The C.A.M. Report
Complementary and Alternative Medicine: Fair, Balanced, and to the Point
  • About this web log

    This blog is intended as an objective and dispassionate source of information on the latest CAM research. Since my background is in pharmacy and allopathic medicine, I view all CAM as advancing through the development pipeline to eventually become integrated into mainstream medical practice. Some will succeed while others fail. But all are treated fairly here.

  • About the author

    John Russo, Jr., PharmD, is president of The MedCom Resource, Inc. Previously, he was senior vice president of medical communications at www.Vicus.com, a complementary and alternative medicine website.

  • Common sense considerations

    The material on this weblog is for informational purposes. It is not medical advice or counsel. Be smart, consult your health professional before using CAM.

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    The smoking/migraine connection

    Researchers from the University Hospital Marques de Valdecilla, in Santander, Spain studied the relationship between migraine and smoking.

    First, the details.

    • 361 medical students completed questionnaire — 245 (68%) were women.

    And, the results.

    • International Headache Society criteria were fulfilled by 58 (16%) students.
    • 74 (20%) were current smokers.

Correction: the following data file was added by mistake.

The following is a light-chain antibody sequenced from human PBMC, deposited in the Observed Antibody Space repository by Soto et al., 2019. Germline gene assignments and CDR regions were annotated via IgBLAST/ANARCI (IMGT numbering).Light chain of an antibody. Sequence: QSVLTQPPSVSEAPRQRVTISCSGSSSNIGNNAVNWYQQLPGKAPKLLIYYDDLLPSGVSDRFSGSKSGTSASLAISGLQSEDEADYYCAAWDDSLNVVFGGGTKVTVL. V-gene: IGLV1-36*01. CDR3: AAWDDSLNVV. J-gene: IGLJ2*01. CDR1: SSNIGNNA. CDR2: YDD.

• The percentage of smokers was higher (29%) in those who were also migraine sufferers.
    • Migraine frequency in students who were migraine sufferers and smokers was higher than in those who were non-smokers and migraine sufferers.

    The bottom line?
    The authors concluded that smoking can be a precipitating factor for migraine attacks, and there appears to be a relationship between the number of cigarettes smoked and the development of migraine attacks.”

    Question.

    Do cigarettes trigger migraine, or does migraine increase the likelihood of smoking cigarettes?

    Researchers from the University of Auckland, in New Zealand conducted a study to clarify the direction of the relation between smoking and frequent headaches. They concluded, “Frequent headaches during mid-adolescence appear to increase the risk of daily smoking in adolescence and adulthood.”

    A PubMed search to update this post revealed a different perspective on the smoking/migraine association. Researchers at the University of Munster, in Germany, reviewed research on the association between different lifestyle factors and headache. They report, “Llifestyle factors such as alcohol consumption, smoking, physical activity, and overweight seem to be unrelated to migraine.”

    6/28/09 20:47 JR, updated 2/3/11 21:10 JR

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